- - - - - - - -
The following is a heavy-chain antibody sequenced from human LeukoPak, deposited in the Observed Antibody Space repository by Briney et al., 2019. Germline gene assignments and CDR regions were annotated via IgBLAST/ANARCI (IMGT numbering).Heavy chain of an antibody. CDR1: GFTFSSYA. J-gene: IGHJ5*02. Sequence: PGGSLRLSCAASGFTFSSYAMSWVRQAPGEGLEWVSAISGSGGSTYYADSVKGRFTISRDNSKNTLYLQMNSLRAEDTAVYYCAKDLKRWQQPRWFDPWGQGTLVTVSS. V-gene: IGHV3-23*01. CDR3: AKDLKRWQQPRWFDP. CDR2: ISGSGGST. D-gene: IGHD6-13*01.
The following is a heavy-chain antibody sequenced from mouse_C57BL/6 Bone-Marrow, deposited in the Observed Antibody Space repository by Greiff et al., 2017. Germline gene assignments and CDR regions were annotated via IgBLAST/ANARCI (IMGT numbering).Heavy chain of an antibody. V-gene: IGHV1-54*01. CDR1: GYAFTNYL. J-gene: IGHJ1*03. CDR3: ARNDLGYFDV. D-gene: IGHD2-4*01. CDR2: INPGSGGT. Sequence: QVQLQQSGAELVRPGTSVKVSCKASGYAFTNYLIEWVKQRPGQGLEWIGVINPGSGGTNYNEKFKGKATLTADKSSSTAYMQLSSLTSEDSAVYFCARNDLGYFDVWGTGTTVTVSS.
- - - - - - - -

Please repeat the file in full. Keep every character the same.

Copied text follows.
The following is a heavy-chain antibody sequenced from human LeukoPak, deposited in the Observed Antibody Space repository by Briney et al., 2019. Germline gene assignments and CDR regions were annotated via IgBLAST/ANARCI (IMGT numbering).Heavy chain of an antibody. CDR1: GFTFSSYA. J-gene: IGHJ5*02. Sequence: PGGSLRLSCAASGFTFSSYAMSWVRQAPGEGLEWVSAISGSGGSTYYADSVKGRFTISRDNSKNTLYLQMNSLRAEDTAVYYCAKDLKRWQQPRWFDPWGQGTLVTVSS. V-gene: IGHV3-23*01. CDR3: AKDLKRWQQPRWFDP. CDR2: ISGSGGST. D-gene: IGHD6-13*01.
The following is a heavy-chain antibody sequenced from mouse_C57BL/6 Bone-Marrow, deposited in the Observed Antibody Space repository by Greiff et al., 2017. Germline gene assignments and CDR regions were annotated via IgBLAST/ANARCI (IMGT numbering).Heavy chain of an antibody. V-gene: IGHV1-54*01. CDR1: GYAFTNYL. J-gene: IGHJ1*03. CDR3: ARNDLGYFDV. D-gene: IGHD2-4*01. CDR2: INPGSGGT. Sequence: QVQLQQSGAELVRPGTSVKVSCKASGYAFTNYLIEWVKQRPGQGLEWIGVINPGSGGTNYNEKFKGKATLTADKSSSTAYMQLSSLTSEDSAVYFCARNDLGYFDVWGTGTTVTVSS.